STEP 2: Plan The Space

2.1 Plan outdoors v.s. indoors – Praying outdoors is an ideal way to maximise capacity in an environment that is safer than being indoors. However, finding a suitable space that is easily available is the real challenge.

2.2 Calculate maximum safe capacity – Maintaining 2 metre (6 feet) distance between worshippers reduces risk to less than 3% compared to nearly 15% at 1 metre. What this means is that it is ideal to not just leave the space in front and either side of a worshipper empty, but also the diagonal too. You can download here.

2.3 Mark prayer spaces clearly – If you want to improve compliance with social distancing, put markings down to make it easy for the people.

2.4 Close non-essential spaces – Reduce the chance that people will hang out in meeting rooms or other communal spaces. Put up a closed sign.

2.5 Close toilets/wudhu areas – Toilets and wudhu areas are more likely to transmit infection since they involve bodily fluids in their use. A thorough clean after each use (i.e. each wudhu/ toilet use) is not practical. You can leave one toilet open for emergencies.

2.6 Ensure good ventilation – Open the windows and let the air flow as this is shown to reduce the risk of transmission in many cases.

2.7 Plan entrances & exits – Having set entrances and exits enables the smooth flow of people in and out of the building. If you assign them in advance, this will make life easier.

2.8 Plan the cleaning – There are many different types of cleaning that can be undertaken from a deep clean that may be needed after a confirmed infection in the mosque to a general surface clean between each prayer. Plan who and how this will be done to make sure the masjid is adequately cleaned.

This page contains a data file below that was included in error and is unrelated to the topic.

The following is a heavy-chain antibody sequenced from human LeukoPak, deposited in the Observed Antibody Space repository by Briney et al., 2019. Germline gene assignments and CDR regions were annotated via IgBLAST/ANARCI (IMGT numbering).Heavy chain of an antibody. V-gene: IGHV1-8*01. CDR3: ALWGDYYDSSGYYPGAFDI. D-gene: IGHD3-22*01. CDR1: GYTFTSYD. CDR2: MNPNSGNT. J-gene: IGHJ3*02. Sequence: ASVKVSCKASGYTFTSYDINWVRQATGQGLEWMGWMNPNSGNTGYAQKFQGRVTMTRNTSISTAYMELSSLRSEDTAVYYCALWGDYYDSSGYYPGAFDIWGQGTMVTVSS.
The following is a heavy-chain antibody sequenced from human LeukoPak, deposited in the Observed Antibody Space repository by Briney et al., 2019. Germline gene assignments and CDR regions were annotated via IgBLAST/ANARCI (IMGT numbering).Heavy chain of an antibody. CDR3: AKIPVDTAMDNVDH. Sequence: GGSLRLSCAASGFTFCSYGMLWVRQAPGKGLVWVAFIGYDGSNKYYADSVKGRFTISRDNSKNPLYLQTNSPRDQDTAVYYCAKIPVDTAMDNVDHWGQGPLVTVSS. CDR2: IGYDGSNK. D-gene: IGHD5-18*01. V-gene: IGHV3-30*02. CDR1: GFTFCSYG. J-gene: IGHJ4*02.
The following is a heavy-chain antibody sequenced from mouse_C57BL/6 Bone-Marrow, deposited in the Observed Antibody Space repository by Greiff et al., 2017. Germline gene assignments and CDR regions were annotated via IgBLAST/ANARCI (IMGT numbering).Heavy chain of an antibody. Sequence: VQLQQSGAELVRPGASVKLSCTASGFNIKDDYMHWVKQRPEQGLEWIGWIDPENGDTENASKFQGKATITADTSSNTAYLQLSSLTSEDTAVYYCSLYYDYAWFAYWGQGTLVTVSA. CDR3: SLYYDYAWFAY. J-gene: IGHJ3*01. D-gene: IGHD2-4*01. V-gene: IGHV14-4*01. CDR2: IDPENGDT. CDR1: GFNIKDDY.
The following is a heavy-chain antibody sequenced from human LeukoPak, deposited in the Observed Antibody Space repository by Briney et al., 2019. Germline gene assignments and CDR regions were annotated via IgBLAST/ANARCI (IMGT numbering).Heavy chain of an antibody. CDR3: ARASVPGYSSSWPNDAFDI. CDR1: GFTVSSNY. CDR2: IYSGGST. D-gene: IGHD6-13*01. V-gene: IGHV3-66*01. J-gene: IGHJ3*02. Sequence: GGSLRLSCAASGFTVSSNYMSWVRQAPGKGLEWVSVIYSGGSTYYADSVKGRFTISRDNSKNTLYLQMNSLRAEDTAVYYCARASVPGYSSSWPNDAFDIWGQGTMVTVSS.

STEP 3: Plan The Equipment 

3.1 Plan equipment for the building – Print signage (click here to download), getting marking tape and consider other equipment like closed-lid pedal trash cans.

3.2 Plan public health information – Print posters giving advice on the new rules of the mosque and public health information. Can be given out as flyers or social media messages.

3.3 Plan for fundraising – A contactless card machine or a sign with the online link on which to donate to the Mosque would be ideal compared to collecting cash and coins. Check out supportourmosques.com

3.4 Plan for PPE – You’ll need to get some PPE for staff, but some Mosques may want to have a store of some available in case an attendee forgets to bring their own. Hand sanitisers would also be useful.

3.5 Plan for cleaning products – Consider what you need to do a basic or surface clean. For a deep clean, you may want to consider hiring professionals.

3.6 Plan for worshippers equipment – Educate worshippers on what they need to bring in order to get into the mosque (mainly their own prayer mat and a covering for their face, but some Mosques may request a reusable bag for their shoes etc…) 

3.7 Consider medium/ long term building improvements – Some mosques may use this as an opportunity to make improvements to their building such as getting sensor taps in the toilets / Wudhu area or setting up automatic doors.